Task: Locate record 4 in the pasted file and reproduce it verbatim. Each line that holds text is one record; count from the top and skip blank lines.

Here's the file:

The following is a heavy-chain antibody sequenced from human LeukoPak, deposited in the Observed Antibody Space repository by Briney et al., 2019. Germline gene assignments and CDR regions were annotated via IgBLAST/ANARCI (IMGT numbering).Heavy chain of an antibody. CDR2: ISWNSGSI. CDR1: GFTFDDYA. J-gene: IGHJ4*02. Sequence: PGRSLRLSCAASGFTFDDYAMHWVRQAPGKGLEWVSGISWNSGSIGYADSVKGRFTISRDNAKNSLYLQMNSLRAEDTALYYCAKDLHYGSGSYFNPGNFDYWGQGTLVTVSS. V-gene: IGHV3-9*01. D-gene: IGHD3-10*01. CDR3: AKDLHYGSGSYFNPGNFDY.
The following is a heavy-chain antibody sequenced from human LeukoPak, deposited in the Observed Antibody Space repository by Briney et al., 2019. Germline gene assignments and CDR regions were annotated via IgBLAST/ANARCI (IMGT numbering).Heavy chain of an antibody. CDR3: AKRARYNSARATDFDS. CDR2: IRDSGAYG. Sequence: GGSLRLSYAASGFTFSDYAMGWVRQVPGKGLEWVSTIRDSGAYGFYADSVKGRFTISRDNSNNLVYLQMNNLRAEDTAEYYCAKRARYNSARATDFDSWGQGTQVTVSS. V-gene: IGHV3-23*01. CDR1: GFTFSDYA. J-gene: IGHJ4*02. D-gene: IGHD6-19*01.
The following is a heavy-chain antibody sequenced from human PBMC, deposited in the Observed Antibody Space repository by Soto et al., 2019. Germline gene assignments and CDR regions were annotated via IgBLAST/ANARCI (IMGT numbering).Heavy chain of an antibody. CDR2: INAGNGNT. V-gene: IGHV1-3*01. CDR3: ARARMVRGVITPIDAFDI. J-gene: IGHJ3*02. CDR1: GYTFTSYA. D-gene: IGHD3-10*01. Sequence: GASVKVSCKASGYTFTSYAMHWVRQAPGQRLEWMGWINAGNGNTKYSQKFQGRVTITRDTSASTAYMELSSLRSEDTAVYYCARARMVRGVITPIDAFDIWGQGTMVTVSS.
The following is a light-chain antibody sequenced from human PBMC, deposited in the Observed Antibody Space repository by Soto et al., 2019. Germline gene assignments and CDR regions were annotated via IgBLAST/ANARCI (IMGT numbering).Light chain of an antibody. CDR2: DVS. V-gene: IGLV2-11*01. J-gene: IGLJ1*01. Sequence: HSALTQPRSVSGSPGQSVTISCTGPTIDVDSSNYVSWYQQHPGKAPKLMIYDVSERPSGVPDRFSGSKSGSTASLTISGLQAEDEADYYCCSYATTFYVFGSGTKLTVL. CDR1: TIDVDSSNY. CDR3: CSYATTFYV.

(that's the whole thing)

The following is a light-chain antibody sequenced from human PBMC, deposited in the Observed Antibody Space repository by Soto et al., 2019. Germline gene assignments and CDR regions were annotated via IgBLAST/ANARCI (IMGT numbering).Light chain of an antibody. CDR2: DVS. V-gene: IGLV2-11*01. J-gene: IGLJ1*01. Sequence: HSALTQPRSVSGSPGQSVTISCTGPTIDVDSSNYVSWYQQHPGKAPKLMIYDVSERPSGVPDRFSGSKSGSTASLTISGLQAEDEADYYCCSYATTFYVFGSGTKLTVL. CDR1: TIDVDSSNY. CDR3: CSYATTFYV.